Return Migration of Iraqis: Two Case Studies.
In the past ten years, a substantial number of those displaced Iraqis have returned to their homeland, sometimes with the intention to resettle permanently there, although they have usually defined their return as a visit or a temporary sojourn (Kivisto & La Vecchia-Mikkola, 2013). A major pull factor is the wish to reconnect with left-behind families and friends and with the land of origin. Nevertheless in refugees’ decision to return, push factors, such as the host government policies and civil society attitudes towards them as well as anti-immigration sentiments and integration failure, can play an important role in stimulating the will to go back to the country of origin.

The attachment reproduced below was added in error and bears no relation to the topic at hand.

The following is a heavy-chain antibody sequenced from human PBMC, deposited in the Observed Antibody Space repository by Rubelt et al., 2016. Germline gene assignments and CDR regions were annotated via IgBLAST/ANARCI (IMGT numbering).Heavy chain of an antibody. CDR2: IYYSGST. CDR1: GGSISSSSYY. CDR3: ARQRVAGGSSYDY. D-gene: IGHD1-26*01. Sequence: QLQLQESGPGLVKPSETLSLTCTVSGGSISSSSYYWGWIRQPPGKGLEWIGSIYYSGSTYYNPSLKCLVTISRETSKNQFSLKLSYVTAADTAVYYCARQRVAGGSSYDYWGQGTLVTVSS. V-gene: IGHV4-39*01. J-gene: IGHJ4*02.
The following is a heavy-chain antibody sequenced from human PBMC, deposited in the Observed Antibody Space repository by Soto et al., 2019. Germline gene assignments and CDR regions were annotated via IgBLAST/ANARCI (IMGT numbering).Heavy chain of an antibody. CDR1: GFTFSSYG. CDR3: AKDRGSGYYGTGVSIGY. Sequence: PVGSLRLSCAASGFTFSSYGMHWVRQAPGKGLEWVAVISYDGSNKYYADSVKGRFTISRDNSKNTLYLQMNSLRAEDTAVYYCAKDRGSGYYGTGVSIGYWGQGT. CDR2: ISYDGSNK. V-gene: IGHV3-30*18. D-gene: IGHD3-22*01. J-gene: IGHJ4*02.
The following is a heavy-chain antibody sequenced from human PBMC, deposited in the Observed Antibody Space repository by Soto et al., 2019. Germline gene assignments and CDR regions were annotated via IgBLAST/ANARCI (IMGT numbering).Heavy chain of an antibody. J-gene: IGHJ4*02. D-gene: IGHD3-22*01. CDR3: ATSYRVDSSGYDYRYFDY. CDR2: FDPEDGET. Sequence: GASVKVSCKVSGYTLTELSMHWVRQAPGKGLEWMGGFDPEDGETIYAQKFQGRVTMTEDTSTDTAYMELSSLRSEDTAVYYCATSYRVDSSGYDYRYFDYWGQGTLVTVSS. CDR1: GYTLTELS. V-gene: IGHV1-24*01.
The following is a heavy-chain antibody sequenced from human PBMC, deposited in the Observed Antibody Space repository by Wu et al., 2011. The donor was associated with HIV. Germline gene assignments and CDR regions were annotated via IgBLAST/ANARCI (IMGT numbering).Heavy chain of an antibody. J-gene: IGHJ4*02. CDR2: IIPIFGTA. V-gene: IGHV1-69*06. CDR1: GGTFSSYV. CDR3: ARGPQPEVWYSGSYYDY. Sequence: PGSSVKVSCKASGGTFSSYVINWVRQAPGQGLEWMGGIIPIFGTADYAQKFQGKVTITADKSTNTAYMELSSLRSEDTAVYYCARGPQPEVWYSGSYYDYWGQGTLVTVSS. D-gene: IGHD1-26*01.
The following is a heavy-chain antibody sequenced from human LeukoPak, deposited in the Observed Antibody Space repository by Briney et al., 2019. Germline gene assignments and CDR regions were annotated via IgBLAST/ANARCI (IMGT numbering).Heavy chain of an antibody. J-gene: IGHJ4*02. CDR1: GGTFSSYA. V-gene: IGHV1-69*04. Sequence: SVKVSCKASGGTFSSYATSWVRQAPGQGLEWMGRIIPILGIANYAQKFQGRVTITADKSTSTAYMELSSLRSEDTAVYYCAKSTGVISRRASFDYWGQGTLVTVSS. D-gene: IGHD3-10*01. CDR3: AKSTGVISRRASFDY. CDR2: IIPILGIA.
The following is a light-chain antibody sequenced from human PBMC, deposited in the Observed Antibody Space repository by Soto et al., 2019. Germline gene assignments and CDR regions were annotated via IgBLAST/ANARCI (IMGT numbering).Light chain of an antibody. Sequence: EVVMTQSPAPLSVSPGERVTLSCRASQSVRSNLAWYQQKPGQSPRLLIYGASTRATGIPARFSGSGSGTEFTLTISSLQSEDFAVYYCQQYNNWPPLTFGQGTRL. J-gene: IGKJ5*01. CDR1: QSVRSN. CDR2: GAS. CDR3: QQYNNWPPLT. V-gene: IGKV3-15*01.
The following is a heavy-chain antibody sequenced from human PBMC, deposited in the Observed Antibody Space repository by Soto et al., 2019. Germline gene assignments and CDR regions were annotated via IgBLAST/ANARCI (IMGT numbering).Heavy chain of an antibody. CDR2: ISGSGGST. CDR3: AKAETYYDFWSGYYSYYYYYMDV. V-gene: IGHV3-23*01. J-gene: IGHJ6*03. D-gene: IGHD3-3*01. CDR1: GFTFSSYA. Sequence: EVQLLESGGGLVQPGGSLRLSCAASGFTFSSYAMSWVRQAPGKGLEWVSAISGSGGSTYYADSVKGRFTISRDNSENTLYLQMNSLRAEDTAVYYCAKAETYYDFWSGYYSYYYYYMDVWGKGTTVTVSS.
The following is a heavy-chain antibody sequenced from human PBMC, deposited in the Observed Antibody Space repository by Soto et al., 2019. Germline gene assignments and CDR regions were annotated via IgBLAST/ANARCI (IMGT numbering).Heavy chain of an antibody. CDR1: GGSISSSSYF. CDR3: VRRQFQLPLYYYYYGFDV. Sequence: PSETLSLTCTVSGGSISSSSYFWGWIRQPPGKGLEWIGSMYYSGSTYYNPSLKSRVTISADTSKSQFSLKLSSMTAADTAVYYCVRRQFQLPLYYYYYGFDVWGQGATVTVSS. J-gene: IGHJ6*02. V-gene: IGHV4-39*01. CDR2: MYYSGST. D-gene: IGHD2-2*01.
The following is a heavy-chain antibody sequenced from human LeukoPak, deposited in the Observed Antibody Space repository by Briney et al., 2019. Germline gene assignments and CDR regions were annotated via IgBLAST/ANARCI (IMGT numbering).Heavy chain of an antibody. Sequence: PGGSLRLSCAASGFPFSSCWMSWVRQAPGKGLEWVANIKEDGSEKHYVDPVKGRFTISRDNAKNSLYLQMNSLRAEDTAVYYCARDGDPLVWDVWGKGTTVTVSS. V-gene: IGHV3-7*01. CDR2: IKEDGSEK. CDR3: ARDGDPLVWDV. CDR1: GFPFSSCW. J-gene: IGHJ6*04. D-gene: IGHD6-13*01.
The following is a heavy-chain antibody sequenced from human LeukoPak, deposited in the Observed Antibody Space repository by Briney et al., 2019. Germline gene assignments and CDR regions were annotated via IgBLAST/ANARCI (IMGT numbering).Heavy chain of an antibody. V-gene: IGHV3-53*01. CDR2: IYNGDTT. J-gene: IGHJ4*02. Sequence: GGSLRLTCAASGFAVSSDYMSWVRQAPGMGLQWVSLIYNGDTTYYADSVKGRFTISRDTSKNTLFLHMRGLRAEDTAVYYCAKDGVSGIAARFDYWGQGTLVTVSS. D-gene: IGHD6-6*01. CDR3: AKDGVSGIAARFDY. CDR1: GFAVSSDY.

This study is the result of a joint multi-situated research and fieldwork in Lebanon and Finland and it aims at examining push and pulls factors of Iraqi refugees’ decision to return home. It also investigates the ambivalence towards this decision in order to offer an insight into the process of redefining refugees’ relationship with their country of origin – which in their imagination is not a country of violence and suffering anymore, but becomes an idealized, mythic place at odd with reality on the ground (Kivisto & La Vecchia-Mikkola, 2013).